Acemannan, commercially known as Carrisyn, is the storage polysaccharide located within the protoplast of the parenchymatous cells of plants belonging to the aloe genus.[1] Acemannan is a polymer which is considered to be responsible for the large amount of water (approximately 99%) that can be retained within the aloe leaves.[1]

Several authors have associated most of the beneficial properties of Aloe vera gel to the acetylated polysaccharide acemannan present in the gel.

Healing Properties

  • Antiviral:[2]
  • Antineoplastic: Helps prevent, inhibit or halt the development of a neoplasm (a tumor).[3]
  • Bone Health: (Skeletal Health)
    • Osteogenic: promotes the functioning of osteogenesis (i.e. producing bone)
    • Bone Regeneration: Acemannan, a β-(1–4)-acetylated polymannose extracted from Aloe vera gel, has been proposed as biomaterial for bone regeneration.[3]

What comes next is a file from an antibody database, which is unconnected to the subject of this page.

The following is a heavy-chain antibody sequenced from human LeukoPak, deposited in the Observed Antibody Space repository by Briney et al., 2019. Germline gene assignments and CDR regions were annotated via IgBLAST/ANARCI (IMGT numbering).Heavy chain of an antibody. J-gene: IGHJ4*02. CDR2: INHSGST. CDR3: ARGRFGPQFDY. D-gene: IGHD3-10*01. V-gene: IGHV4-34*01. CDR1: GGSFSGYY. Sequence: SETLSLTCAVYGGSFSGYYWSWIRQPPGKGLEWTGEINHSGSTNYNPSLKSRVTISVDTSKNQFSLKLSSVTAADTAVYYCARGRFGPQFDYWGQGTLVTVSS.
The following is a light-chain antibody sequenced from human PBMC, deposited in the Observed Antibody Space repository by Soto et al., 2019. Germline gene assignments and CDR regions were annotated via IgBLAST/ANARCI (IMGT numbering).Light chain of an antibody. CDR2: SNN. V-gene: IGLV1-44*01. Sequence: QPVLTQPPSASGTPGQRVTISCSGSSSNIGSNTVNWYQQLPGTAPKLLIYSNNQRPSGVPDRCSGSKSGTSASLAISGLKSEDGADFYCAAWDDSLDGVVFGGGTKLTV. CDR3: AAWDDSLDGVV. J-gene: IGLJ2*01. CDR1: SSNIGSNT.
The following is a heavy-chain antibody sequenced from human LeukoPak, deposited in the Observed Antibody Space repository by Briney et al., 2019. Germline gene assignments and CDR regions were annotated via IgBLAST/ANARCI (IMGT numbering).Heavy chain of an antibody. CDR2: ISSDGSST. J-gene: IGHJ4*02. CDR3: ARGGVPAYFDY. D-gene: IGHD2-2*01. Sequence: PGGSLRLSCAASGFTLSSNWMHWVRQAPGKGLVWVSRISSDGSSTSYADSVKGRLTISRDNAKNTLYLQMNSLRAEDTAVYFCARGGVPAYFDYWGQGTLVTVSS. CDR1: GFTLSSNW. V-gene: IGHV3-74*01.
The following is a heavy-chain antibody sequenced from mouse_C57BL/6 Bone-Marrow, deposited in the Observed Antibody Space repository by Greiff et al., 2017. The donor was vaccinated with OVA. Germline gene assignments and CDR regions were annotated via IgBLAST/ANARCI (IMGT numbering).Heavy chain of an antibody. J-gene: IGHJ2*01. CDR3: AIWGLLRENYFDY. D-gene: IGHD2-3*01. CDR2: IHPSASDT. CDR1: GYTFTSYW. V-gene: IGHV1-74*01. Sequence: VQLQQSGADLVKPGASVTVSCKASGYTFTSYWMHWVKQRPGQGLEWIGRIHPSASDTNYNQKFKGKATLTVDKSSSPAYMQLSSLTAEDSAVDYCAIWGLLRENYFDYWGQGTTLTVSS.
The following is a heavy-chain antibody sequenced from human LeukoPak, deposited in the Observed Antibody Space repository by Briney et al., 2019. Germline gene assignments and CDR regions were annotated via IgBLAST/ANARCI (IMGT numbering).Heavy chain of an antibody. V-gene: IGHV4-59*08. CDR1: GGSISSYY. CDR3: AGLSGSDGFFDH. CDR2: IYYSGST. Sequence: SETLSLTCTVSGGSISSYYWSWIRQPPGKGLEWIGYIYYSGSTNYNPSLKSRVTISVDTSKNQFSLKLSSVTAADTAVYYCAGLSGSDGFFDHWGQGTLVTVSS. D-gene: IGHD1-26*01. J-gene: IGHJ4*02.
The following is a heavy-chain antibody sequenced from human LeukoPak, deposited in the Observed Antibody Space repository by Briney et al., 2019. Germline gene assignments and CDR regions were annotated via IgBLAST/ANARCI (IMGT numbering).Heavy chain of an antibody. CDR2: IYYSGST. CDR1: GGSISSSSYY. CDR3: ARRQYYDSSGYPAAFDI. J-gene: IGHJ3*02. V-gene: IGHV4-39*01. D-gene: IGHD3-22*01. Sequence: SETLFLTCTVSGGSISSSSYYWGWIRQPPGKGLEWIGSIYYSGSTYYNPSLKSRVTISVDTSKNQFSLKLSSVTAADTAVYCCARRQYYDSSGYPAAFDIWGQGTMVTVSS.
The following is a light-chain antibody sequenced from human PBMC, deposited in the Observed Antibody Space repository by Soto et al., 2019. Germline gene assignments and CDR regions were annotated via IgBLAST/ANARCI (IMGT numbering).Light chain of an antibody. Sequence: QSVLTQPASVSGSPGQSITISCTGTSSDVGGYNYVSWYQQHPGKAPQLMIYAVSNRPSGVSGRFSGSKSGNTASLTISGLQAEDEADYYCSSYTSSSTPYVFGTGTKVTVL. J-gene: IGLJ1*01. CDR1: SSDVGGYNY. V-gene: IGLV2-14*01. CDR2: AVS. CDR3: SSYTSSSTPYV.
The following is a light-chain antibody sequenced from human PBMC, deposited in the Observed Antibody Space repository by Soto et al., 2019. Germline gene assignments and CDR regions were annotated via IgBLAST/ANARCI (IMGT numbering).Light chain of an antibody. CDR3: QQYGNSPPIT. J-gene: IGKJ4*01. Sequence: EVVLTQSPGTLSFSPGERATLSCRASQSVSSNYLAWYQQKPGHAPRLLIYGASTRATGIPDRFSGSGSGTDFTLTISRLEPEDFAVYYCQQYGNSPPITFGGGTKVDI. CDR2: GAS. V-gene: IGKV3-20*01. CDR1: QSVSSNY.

• Acemannan is an effective bioactive agent for bone regeneration, enhancing bone growth as assayed in two- and three-dimensions.[3]
    • Treatment with Acemannan for calvarial (skullcap, or the upper part of the neurocranium which covers the cranial cavity containing the brain) defect healing showed a significant increase in bone surface and bone volume and tissue mineral density. The acemannan-treated groups also had a denser bone matrix.
  • Gastrointestinal properties:
  • Immunostimulant:
  • Oral Health:
    • Anti-aphthous activity: helps prevent/treat aphthous ulcers (small, shallow sores inside the mouth or at the base of the gums).[4]

Disease / Symptom Treatment